Cachemarée's precise and detailed transcriptions of the trials of the four women are exemplary. Their intention was to produce test cases and judicial models for the "inquisitorial" procedure that had been gradually put in place by the ecclesiastical courts since the year 1230. Implemented at first as an exceptional method for use against heretics, the procedure had replaced the older "accusatory" method, which depended on accusation by a private citizen rather than an inquiry initiated by authority. With its main objective being to obtain the suspect's confession, the inquisitorial process was conducted in private, without defense counsel, and judicial torture played a central role. Appearing at the very end of the 14th century, the trials of the Châtelet are therefore historically revealing for demonstrating a new attitude toward witchcraft, in which the traditional magic arts tended to become demonized, and the clever woman who practiced them ostracized as an outcast. The process was to take decades, and the first actual witch hunts did not take place before the end of the 15th century. When they did, they became a symptom of a profound cultural mutation and the widening gap between popular traditions and the doctrines developed by a universitytrained class.
As far back as the records go, people had always been apt to imagine troublesome or eccentric old women as being linked in a mysterious and dangerous way with the earth and with the forces of nature, and as themselves uncanny, full of destructive power. But from the twelfth century onwards a new element appears—at first amongst monks, then amongst other literate elements in the population: the need to create a scapegoat for an unacknowledged hostility to Christianity.
In 1431, the trial of Joan of Arc at Rouen represented just such a gap, when her judges wanted to discredit her crusade on behalf of the French king Charles VII, and against the English, by condemning her as heretic and sorcerer. In the indictment against her, Joan's participation in spring rituals with the youngsters of her village of Domrémy was construed as diabolical idolatry. On the second Sunday of Lent, it was the young Joan's habit to dance with them around a big oak called the "fairy tree" and to picnic at a healing fountain. In their efforts to cast suspicion on customs of pagan origin that were outside the control of the church, her prosecutors systematically distorted her answers, until the collective rite took on the appearance of a solitary act of conjuration. According to their version, she danced by herself at night, offering herb garlands hung off the branches of the oak to attract evil spirits.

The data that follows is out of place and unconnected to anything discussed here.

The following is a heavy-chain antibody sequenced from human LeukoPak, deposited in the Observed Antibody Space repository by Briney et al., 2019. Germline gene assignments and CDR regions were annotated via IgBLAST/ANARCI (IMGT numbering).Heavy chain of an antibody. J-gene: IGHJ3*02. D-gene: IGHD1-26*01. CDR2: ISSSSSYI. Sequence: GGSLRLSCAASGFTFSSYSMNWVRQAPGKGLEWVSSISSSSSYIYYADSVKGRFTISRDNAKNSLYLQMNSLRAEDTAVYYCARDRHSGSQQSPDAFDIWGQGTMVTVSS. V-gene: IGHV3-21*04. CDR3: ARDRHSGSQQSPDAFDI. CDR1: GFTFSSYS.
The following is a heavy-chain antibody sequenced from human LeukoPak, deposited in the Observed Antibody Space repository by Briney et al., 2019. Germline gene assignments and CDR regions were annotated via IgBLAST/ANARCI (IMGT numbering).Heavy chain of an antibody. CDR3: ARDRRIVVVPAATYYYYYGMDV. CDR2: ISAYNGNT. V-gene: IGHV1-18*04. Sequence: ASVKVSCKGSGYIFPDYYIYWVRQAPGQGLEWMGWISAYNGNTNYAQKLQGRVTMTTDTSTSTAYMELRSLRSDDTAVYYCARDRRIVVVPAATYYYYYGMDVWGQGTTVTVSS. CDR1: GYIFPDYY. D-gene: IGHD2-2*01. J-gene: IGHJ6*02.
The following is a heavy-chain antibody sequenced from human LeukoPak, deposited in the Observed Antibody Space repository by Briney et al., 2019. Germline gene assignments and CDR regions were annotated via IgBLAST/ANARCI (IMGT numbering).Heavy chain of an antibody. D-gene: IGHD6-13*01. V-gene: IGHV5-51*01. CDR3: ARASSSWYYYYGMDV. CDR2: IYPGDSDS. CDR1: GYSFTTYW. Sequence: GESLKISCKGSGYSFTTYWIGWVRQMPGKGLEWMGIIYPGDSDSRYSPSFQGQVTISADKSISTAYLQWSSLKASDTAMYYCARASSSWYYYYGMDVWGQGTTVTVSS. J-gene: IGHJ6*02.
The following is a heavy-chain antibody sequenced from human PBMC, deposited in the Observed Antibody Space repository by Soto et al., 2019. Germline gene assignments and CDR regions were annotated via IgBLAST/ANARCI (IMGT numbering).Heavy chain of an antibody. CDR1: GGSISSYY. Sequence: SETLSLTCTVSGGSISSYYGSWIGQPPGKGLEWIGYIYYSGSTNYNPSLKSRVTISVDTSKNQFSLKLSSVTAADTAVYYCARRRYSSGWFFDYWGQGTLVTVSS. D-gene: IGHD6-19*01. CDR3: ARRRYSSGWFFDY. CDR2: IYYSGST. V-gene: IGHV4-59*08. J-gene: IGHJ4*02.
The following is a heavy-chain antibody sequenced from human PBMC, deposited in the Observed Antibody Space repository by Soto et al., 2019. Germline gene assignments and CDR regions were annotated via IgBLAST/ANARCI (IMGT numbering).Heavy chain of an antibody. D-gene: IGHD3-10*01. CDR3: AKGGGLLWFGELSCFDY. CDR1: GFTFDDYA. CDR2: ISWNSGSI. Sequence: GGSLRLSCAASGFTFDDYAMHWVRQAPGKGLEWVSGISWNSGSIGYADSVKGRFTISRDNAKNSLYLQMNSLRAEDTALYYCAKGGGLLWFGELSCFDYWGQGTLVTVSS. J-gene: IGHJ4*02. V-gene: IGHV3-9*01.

Apart from the gap between traditional popular culture and learned official culture, the cases of Joan of Arc and the witches condemned at the Châtelet indicate the type of woman who now became susceptible to being targeted. While the virgin Joan might seem at first to have little in common with the sexually promiscuous Margot, Jehenne, and their friends, all are bound by their situations of being outside the bonds of marriage; all also behave as independent women, without the protection of a husband or, more precisely, of a family structure in the context of a well-defined community. Joan, leading an army dressed as a man, and in virtually every other aspect of her conduct, transgressed what was expected of her sex; Margot de La Barre went from towns to villages as a prostitute; neither Marion la Droiturière nor Jehenne de Brigue were officially married, and Macette was unfaithful to her husband with the parish priest. Following patterns of behavior that excluded them from the class of respectable women who complied to the sacred rules of marriage or else devoted themselves to monastic life, all became similarly vulnerable to slandering, marginality, and collective rape, and easy scapegoats for inquiries of heresy or witchcraft.
In 1439, less than a decade after the death of Joan, the case of Catherine David offers an example of another trend making its appearance at the end of the Middle Ages, when private conflicts brought into the hands of the inquisitor became transformed into an accusation of witchcraft. Following her father's disinheritance of her three sisters in her favor, Catherine was brought to trial on the word of the sisters, who claimed that their parent's decision had been made under the influence of a magical potion Catherine had prepared. According to the inquisitor's indictment, Catherine was under the influence of the demon Barrabas, thus transforming a domestic quarrel into a major crime of the Church.